Nearly one century later, the integrity of the "Gruute Met" (big market, in Brussels language) is again threatened. On January 13, 1793, the Belgian and French Sans-culottes provide themselves with heavy hammers and destroy all that wounds their republican conscience: mutilated sculptures, burned paintings, plundered silverware... No emblem of the Ancien Regime is saved. Declared national properties, the guild houses are put on sale. The place itself is proclaimed "Place of the People" by a decree of the 30 Ventôse An IV (1795) and a "tree of freedom" is planted on that occasion. At the first hours of Independence, the Grand Place became, for an extremely short time, the "Place of Regency".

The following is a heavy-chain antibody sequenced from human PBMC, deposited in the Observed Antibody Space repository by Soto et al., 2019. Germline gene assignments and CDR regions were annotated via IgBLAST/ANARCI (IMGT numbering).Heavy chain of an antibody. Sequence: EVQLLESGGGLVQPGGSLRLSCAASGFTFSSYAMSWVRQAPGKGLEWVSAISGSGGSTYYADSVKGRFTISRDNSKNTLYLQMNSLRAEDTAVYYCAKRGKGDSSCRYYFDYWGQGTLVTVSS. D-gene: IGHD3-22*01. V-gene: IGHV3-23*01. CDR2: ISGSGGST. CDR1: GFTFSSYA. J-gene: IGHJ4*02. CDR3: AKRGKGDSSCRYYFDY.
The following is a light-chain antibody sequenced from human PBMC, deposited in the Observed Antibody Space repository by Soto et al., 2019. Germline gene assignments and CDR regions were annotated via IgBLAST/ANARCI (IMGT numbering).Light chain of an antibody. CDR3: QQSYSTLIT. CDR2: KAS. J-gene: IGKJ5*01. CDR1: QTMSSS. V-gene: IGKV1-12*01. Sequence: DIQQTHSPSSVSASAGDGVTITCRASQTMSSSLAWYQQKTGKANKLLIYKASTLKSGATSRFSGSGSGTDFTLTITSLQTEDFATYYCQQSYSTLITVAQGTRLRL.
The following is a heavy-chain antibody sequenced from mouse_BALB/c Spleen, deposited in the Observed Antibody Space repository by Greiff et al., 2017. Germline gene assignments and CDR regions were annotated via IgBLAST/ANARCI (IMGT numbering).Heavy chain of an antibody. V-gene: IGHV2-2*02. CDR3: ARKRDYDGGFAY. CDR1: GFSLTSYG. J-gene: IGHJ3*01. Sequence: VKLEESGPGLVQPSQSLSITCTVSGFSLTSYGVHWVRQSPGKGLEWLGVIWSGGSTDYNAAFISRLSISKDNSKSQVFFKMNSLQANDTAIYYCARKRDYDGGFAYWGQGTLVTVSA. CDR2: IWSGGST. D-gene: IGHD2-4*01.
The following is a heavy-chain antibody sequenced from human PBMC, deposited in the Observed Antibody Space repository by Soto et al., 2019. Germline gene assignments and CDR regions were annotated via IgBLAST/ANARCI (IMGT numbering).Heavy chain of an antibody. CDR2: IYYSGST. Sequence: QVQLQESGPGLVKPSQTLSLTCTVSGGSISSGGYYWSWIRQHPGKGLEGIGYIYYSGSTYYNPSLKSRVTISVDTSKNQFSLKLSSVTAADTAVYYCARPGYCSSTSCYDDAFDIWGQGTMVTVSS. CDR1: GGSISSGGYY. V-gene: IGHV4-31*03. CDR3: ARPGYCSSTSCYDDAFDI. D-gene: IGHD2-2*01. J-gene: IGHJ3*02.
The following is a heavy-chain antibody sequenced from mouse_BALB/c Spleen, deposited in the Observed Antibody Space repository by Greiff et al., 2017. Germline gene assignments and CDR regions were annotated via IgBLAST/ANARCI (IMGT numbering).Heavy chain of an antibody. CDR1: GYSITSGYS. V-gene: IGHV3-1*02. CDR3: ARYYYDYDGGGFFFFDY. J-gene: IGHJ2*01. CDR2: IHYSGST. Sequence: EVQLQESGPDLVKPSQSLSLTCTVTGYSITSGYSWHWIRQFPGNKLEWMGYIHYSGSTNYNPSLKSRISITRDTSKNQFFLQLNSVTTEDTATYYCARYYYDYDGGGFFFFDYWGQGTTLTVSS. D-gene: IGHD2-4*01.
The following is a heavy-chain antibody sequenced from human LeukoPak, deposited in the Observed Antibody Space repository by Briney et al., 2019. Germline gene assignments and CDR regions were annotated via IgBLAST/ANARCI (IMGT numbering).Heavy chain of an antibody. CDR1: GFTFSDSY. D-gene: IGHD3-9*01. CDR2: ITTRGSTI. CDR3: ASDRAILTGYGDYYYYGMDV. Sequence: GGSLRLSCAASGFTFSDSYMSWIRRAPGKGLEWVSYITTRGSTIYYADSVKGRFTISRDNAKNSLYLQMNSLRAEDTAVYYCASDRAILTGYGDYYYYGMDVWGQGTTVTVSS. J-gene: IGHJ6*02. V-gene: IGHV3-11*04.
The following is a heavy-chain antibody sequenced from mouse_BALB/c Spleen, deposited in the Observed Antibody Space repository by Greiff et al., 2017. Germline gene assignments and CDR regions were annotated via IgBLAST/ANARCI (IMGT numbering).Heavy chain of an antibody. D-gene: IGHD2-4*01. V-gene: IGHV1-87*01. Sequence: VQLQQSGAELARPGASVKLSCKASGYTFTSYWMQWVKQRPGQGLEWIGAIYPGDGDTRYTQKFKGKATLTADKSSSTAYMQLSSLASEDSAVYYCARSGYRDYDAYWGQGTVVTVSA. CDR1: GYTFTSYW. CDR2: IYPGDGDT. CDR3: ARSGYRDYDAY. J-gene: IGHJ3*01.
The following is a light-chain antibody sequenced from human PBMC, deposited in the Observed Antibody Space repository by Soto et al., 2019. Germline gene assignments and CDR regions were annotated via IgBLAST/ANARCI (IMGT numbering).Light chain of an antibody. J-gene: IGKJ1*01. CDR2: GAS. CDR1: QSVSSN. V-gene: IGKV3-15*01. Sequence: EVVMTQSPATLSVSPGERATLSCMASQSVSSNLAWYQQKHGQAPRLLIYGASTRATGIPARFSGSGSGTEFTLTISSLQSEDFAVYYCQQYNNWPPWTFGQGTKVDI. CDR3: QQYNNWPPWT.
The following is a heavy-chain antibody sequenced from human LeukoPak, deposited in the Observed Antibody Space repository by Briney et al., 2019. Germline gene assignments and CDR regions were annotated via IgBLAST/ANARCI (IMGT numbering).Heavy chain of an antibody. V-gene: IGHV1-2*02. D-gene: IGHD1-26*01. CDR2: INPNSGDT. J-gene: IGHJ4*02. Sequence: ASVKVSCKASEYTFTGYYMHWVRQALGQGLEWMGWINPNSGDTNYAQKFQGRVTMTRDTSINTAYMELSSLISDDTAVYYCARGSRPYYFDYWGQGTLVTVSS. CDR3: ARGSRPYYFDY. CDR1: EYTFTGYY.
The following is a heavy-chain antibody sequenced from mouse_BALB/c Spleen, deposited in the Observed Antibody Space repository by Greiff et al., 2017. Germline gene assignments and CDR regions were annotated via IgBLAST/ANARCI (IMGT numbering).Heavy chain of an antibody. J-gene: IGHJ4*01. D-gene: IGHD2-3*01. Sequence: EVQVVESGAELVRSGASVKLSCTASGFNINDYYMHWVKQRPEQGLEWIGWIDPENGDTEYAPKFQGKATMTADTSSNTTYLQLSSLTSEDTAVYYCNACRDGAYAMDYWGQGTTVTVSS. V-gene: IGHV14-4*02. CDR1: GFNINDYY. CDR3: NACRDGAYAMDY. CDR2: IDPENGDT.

In 1852, the house "L'Etoile" is demolished to widen the street on the left of the Town hall in order to allow the passage of a line of tramway.  It is under the impulse of the burgomaster Charles Buls that the Grand Place will gradually recover all its splendour. The city approves a convention which makes it responsible for the state of the houses, in return for a little participation of the owners in the maintenance expenses. In 1874, the old "Maison du Roi" extremely ruined is demolished and rebuilt by the architect Pierre-Victor Jamaer in neo-gothic style. It shelters the City Museum since then. The other houses owe their admirable current aspect to a full and meticulous restoration based on the plans of the architect De Bruyn. The principal frontage, the side walls, the tower and the galleries of the Town hall are decorated by more than 150 statues. In 1897, "l'Etoile" is rebuilt, narrower and with a pavement under arcades. The same year, the 200th anniversary of the restoration of the place is celebrated with ostentation and the old "rue de l'Etoile" is renamed "rue Charles Buls", in homage to the efforts made during twenty years by this burgomaster to give back to the Grand Place its formerly splendour. Finally, it is "Le Roy d'Espagne" which is rebuilt in 1902 on the basis of the original plans of Jan Cosyn.